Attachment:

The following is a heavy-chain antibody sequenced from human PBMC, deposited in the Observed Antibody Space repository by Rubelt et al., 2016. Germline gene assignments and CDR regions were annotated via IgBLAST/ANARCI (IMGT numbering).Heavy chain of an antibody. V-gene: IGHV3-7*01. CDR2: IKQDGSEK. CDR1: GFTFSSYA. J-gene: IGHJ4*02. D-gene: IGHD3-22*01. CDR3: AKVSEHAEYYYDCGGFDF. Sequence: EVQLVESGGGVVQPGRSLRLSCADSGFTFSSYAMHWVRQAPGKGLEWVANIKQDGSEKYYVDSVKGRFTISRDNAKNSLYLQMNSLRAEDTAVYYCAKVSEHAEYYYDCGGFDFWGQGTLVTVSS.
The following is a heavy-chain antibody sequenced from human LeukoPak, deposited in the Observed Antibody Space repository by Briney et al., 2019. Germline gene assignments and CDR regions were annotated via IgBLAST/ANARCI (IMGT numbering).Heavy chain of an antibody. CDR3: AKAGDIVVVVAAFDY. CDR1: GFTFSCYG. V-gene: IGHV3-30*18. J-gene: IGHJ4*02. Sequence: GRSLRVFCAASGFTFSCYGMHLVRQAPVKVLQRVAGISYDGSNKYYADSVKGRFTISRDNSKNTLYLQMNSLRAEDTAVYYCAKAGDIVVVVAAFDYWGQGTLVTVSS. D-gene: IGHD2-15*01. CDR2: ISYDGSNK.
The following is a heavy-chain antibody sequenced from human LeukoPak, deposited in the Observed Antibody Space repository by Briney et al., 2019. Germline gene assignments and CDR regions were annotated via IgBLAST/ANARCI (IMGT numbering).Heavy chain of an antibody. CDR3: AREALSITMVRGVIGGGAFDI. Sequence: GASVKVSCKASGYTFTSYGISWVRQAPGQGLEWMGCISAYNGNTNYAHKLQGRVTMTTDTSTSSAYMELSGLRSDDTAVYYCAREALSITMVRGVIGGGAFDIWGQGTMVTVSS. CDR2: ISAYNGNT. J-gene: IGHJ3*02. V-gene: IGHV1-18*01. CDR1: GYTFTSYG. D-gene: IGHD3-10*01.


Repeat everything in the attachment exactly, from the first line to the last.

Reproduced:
The following is a heavy-chain antibody sequenced from human PBMC, deposited in the Observed Antibody Space repository by Rubelt et al., 2016. Germline gene assignments and CDR regions were annotated via IgBLAST/ANARCI (IMGT numbering).Heavy chain of an antibody. V-gene: IGHV3-7*01. CDR2: IKQDGSEK. CDR1: GFTFSSYA. J-gene: IGHJ4*02. D-gene: IGHD3-22*01. CDR3: AKVSEHAEYYYDCGGFDF. Sequence: EVQLVESGGGVVQPGRSLRLSCADSGFTFSSYAMHWVRQAPGKGLEWVANIKQDGSEKYYVDSVKGRFTISRDNAKNSLYLQMNSLRAEDTAVYYCAKVSEHAEYYYDCGGFDFWGQGTLVTVSS.
The following is a heavy-chain antibody sequenced from human LeukoPak, deposited in the Observed Antibody Space repository by Briney et al., 2019. Germline gene assignments and CDR regions were annotated via IgBLAST/ANARCI (IMGT numbering).Heavy chain of an antibody. CDR3: AKAGDIVVVVAAFDY. CDR1: GFTFSCYG. V-gene: IGHV3-30*18. J-gene: IGHJ4*02. Sequence: GRSLRVFCAASGFTFSCYGMHLVRQAPVKVLQRVAGISYDGSNKYYADSVKGRFTISRDNSKNTLYLQMNSLRAEDTAVYYCAKAGDIVVVVAAFDYWGQGTLVTVSS. D-gene: IGHD2-15*01. CDR2: ISYDGSNK.
The following is a heavy-chain antibody sequenced from human LeukoPak, deposited in the Observed Antibody Space repository by Briney et al., 2019. Germline gene assignments and CDR regions were annotated via IgBLAST/ANARCI (IMGT numbering).Heavy chain of an antibody. CDR3: AREALSITMVRGVIGGGAFDI. Sequence: GASVKVSCKASGYTFTSYGISWVRQAPGQGLEWMGCISAYNGNTNYAHKLQGRVTMTTDTSTSSAYMELSGLRSDDTAVYYCAREALSITMVRGVIGGGAFDIWGQGTMVTVSS. CDR2: ISAYNGNT. J-gene: IGHJ3*02. V-gene: IGHV1-18*01. CDR1: GYTFTSYG. D-gene: IGHD3-10*01.